Should symptom frequency be factored into scalar measures of alcohol use disorder severity?

Authors

  • Deborah A. Dawson,

    1. Laboratory of Epidemiology and Biometry, Division of Intramural Clinical and Biological Research, National Institute on Alcohol Abuse and Alcoholism, National Institutes of Health, Bethesda MD, USA
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  • Bridget F. Grant

    1. Laboratory of Epidemiology and Biometry, Division of Intramural Clinical and Biological Research, National Institute on Alcohol Abuse and Alcoholism, National Institutes of Health, Bethesda MD, USA
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Deborah A. Dawson, NIAAA/LEB, 5635 Fishers Lane, Room 3071, Bethesda, MD 20892-9304, USA. E-mail: ddawson@mail.nih.gov

ABSTRACT

Aims  To evaluate whether weighting counts of alcohol use disorder (AUD) criteria or symptoms by their frequency of occurrence improves their association with correlates of AUD.

Design and participants  Data were collected in personal interviews with a representative sample of US adults interviewed in 1991–92. Analyses were conducted among past-year drinkers (12+ drinks, n = 18 352) and individuals with past-year DSM-IV AUD (n = 2770).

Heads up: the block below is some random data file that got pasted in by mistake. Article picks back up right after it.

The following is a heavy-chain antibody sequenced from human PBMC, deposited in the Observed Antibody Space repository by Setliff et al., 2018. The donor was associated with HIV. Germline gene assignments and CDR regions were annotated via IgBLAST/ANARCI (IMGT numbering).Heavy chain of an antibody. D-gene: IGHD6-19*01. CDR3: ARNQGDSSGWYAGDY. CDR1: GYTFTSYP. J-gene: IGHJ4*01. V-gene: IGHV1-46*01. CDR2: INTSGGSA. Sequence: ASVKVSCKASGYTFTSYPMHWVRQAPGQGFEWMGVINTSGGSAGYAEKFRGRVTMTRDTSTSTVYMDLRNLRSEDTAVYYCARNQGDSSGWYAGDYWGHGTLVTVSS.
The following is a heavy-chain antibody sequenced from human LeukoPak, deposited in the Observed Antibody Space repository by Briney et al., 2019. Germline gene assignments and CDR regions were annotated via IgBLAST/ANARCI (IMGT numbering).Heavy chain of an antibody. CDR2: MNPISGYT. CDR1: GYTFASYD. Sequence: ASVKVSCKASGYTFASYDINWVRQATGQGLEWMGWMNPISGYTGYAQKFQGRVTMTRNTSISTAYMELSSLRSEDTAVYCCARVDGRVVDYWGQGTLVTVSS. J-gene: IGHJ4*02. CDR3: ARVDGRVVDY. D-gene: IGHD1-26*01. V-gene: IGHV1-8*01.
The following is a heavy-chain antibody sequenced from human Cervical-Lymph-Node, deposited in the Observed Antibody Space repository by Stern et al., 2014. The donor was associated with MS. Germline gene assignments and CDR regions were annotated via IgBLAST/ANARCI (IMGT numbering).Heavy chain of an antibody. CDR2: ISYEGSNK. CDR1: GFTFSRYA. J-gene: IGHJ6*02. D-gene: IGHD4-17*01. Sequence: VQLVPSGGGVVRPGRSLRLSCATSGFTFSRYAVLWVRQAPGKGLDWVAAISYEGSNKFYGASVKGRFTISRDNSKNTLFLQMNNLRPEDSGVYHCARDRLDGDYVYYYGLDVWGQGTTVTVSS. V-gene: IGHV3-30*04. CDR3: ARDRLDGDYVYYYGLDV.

Measurements  Thirty-one symptom item indicators, whose frequency of occurrence was measured in eight categories, were used to create unweighted and frequency-weighted counts of DSM-IV past-year AUD symptoms and criteria. Correlates included density of familial alcoholism and past-year volume of ethanol intake, frequency of intoxication and utilization of alcohol treatment.

Findings  Although the AUD correlates were associated strongly and positively with the frequency of AUD symptom occurrence, weighting for symptom frequency did not strengthen their association consistently with AUD severity scores. Improved performance of the weighted scores was observed primarily among AUD correlates linked closely with the frequency of heavy drinking and among individuals with AUD. Criterion counts were correlated nearly as strongly as symptom counts with the AUD correlates.

Conclusions  Frequency weighting may add somewhat to the validity of AUD severity measures, especially those that are intended for use among individuals with AUD, e.g. in clinical settings. For studying the etiology and course of AUD in the general population, an equally effective and less time-consuming alternative to obtaining symptom frequency may be the use of unweighted criterion counts accompanied by independent measures of frequency of heavy drinking.

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